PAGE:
The Great Room in Belfast's City Hall, flag free and cheerily welcoming. The Peace Proms Choir singing Ireland's Call in a less punked-out way than the version that screeched out over Soldier Field in Chicago, splendidly sounding like it never had before.
The Women's World Cup 2017, to be held from August 9th-26th, was delivered with pomp and ceremony on Wednesday with former England captain and World Rugby chairman Bill Beaumont, former Irish captain Fiona Coghlan and Dame Mary Peters, a gold pentathlon medal winner at the Olympic Games in Munich 1972, plucking out the balls.
But even with that freight of goodwill in the historic building, the pool draws failed to find a kindly lie for the home nation.
As World Cup groups go, Ireland’s is a tough one in amongst France and Australia along with a fourth nation from Oceania/Asia holding up the bottom end.
It was also another mark along the way for the evolution of the sport and World Rugby threw their top brass at the event with Beaumont accompanied by chief executive
, both of them in downtown Belfast talking up the tournament.
It will be left to UCD in Dublin for the pool phases and Queens University and Kingspan Stadium in Belfast for the final play-off matches to maintain and raise the heights women's rugby has reached since the last World Cup in France and the Rio Olympics in August. In that, there is a clear challenge to Ireland.
Sevens or the 15-woman game, it matters not as the profile continues to grow and in women’s rugby there is still a significant crossover of players who compete at international level in both the long and short versions of the game.
“Our view is that both forms of the game enrich each other,” said Gosper. “It tends to be a discovery game, 7s. It gets people into the game of rugby that weren’t in it. We see a lot of overlap in the women’s game between the 7s players and the 15s players.”
Ireland’s “passion” for the sport is expected to deliver the profile reached in Rio’s 7s rugby complex when the tournament finally kicks off. World Rugby also expects the seats to be full and the atmosphere to consume Dublin and Belfast.
“We saw that in France,” said Gosper of the profile of women’s rugby progressing at the last World Cup. “With the step up in the level and on the back of the Olympics this year, we have seen real momentum. We are expecting a fantastic atmosphere here, big crowds and I know I won’t get into any trouble for saying it – the host nation doing well.”
Gosper is correct and Ireland have to get out of the pool phase to generate real excitement and to reach the levels they have set for themselves. Should anyone forget, the women’s team beat New Zealand before the men did in what was also a watershed moment for them.
Tries in each half from Heather O'Brien and Alison Miller saw the Irish women achieve an historic win over the four-time World Cup winners in 2014 and just as in Chicago, Ireland men's head coach Joe Schmidt and outhalf Jonathan Sexton were both in attendance in the Marcoussis ground just outside Paris.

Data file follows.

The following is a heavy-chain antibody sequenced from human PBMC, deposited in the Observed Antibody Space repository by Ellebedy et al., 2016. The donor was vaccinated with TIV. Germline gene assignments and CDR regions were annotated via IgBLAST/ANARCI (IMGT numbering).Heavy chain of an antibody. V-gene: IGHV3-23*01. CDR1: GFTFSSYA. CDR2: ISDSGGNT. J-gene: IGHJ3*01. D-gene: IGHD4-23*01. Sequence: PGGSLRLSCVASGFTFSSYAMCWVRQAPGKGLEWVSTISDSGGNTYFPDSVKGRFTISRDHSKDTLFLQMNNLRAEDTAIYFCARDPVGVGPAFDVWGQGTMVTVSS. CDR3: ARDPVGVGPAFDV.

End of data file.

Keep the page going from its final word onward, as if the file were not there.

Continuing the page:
The challenge in UCD is more prosaic. A top place in the pool or the best runner-up position is what it will take to progress to the semi-final stage. That means beating Australia or France and even if Ireland can do that, it still depends on other result to ensure a final four place.
But there’s optimism and not unlike the men’s team post-All Blacks, the Irish women have drawn a line in the sand following the win over New Zealand and their Grand Slam in March 2013. The team has changed, the coach has changed and expectations have been geared up higher than before.
England, who face USA and Italy along with a qualifier from Europe, have a relatively easier passage. At the beginning of this year world rankings were introduced for women for the first time by World Rugby with November’s edition placing England in third place, USA seventh and Italy eighth.
The fourth team in Pool B, England's pool, will be either Scotland or Spain. The last placed Six Nations team from the combined 2015 and 2016 rankings, which is Scotland, will play two matches, home and away, against the winner of the Rugby Europe competition, Spain, in Glasgow and Madrid with the overall winner going into Pool B.
New Zealand, who play Canada, Wales and a qualifier in Pool A, are currently ranked number one with Canada second.
France, Ireland and Australia are in fourth, fifth and sixth places respectively, adding to the tight nature of Pool C.
Ireland, at least, have a decent run of games between now and the end of the Six Nations championship and will face three Test matches throughout November against England, Canada and New Zealand. It’s the first time the women have had an autumn series of games.
"It's how you see it," said coach Tom Tierney. "It's whether you embrace the opportunity of playing at home or you run away from it a small bit. So it's just a mindset on that. We are looking forward to playing in front of our home crowd. We always do."